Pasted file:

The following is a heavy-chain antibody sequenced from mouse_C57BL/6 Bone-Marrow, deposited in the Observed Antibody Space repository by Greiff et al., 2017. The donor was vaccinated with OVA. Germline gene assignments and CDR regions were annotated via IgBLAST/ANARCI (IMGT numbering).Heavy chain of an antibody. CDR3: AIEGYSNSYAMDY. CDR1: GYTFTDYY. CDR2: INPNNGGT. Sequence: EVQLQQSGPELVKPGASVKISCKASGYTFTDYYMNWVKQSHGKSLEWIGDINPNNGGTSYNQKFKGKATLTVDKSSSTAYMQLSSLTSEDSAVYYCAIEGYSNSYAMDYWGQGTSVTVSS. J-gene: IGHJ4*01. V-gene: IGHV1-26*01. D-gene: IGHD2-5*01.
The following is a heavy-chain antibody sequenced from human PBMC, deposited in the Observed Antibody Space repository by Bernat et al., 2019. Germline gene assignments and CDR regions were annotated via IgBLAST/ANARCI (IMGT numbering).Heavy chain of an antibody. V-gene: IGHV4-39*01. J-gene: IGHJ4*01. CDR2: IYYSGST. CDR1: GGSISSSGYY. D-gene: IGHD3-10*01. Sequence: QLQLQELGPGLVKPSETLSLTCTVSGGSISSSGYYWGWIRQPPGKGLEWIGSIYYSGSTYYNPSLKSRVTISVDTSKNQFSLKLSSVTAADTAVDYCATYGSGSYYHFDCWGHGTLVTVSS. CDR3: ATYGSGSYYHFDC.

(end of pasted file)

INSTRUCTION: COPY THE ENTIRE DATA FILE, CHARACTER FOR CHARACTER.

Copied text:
The following is a heavy-chain antibody sequenced from mouse_C57BL/6 Bone-Marrow, deposited in the Observed Antibody Space repository by Greiff et al., 2017. The donor was vaccinated with OVA. Germline gene assignments and CDR regions were annotated via IgBLAST/ANARCI (IMGT numbering).Heavy chain of an antibody. CDR3: AIEGYSNSYAMDY. CDR1: GYTFTDYY. CDR2: INPNNGGT. Sequence: EVQLQQSGPELVKPGASVKISCKASGYTFTDYYMNWVKQSHGKSLEWIGDINPNNGGTSYNQKFKGKATLTVDKSSSTAYMQLSSLTSEDSAVYYCAIEGYSNSYAMDYWGQGTSVTVSS. J-gene: IGHJ4*01. V-gene: IGHV1-26*01. D-gene: IGHD2-5*01.
The following is a heavy-chain antibody sequenced from human PBMC, deposited in the Observed Antibody Space repository by Bernat et al., 2019. Germline gene assignments and CDR regions were annotated via IgBLAST/ANARCI (IMGT numbering).Heavy chain of an antibody. V-gene: IGHV4-39*01. J-gene: IGHJ4*01. CDR2: IYYSGST. CDR1: GGSISSSGYY. D-gene: IGHD3-10*01. Sequence: QLQLQELGPGLVKPSETLSLTCTVSGGSISSSGYYWGWIRQPPGKGLEWIGSIYYSGSTYYNPSLKSRVTISVDTSKNQFSLKLSSVTAADTAVDYCATYGSGSYYHFDCWGHGTLVTVSS. CDR3: ATYGSGSYYHFDC.